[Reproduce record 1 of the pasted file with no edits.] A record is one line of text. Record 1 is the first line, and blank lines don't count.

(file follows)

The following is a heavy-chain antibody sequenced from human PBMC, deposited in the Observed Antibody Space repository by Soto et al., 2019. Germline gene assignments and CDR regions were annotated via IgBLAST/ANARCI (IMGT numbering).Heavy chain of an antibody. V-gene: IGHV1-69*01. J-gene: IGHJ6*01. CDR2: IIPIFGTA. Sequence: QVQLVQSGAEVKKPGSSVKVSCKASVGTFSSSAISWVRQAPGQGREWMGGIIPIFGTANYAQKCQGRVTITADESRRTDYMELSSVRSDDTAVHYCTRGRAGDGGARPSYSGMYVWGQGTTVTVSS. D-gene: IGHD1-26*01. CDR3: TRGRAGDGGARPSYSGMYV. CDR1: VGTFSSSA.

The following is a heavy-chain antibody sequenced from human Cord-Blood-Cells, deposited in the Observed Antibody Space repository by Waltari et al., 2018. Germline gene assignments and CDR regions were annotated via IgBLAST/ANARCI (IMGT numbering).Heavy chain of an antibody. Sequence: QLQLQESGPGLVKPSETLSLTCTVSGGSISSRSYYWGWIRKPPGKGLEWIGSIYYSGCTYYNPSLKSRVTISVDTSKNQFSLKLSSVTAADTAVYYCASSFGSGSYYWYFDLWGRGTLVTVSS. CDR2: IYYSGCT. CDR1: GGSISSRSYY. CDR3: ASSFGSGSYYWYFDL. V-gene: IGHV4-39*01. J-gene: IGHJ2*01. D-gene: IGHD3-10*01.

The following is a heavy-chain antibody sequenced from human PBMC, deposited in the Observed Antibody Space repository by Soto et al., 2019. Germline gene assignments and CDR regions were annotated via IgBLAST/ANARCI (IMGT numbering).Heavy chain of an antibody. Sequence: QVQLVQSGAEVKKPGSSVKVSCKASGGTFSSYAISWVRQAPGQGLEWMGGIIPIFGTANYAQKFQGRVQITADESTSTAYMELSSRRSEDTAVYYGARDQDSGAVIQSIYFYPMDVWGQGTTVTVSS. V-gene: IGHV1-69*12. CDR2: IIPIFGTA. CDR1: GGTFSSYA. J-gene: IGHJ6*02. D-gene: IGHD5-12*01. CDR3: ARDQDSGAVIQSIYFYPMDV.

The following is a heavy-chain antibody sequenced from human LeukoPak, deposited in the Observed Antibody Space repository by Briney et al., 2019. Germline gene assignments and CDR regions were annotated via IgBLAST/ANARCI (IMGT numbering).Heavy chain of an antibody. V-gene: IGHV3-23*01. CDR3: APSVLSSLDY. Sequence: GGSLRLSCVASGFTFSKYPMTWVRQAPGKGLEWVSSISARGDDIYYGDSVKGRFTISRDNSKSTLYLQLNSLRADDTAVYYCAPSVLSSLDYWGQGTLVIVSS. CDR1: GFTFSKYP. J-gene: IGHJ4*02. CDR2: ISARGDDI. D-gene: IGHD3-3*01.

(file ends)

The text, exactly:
The following is a heavy-chain antibody sequenced from human PBMC, deposited in the Observed Antibody Space repository by Soto et al., 2019. Germline gene assignments and CDR regions were annotated via IgBLAST/ANARCI (IMGT numbering).Heavy chain of an antibody. V-gene: IGHV1-69*01. J-gene: IGHJ6*01. CDR2: IIPIFGTA. Sequence: QVQLVQSGAEVKKPGSSVKVSCKASVGTFSSSAISWVRQAPGQGREWMGGIIPIFGTANYAQKCQGRVTITADESRRTDYMELSSVRSDDTAVHYCTRGRAGDGGARPSYSGMYVWGQGTTVTVSS. D-gene: IGHD1-26*01. CDR3: TRGRAGDGGARPSYSGMYV. CDR1: VGTFSSSA.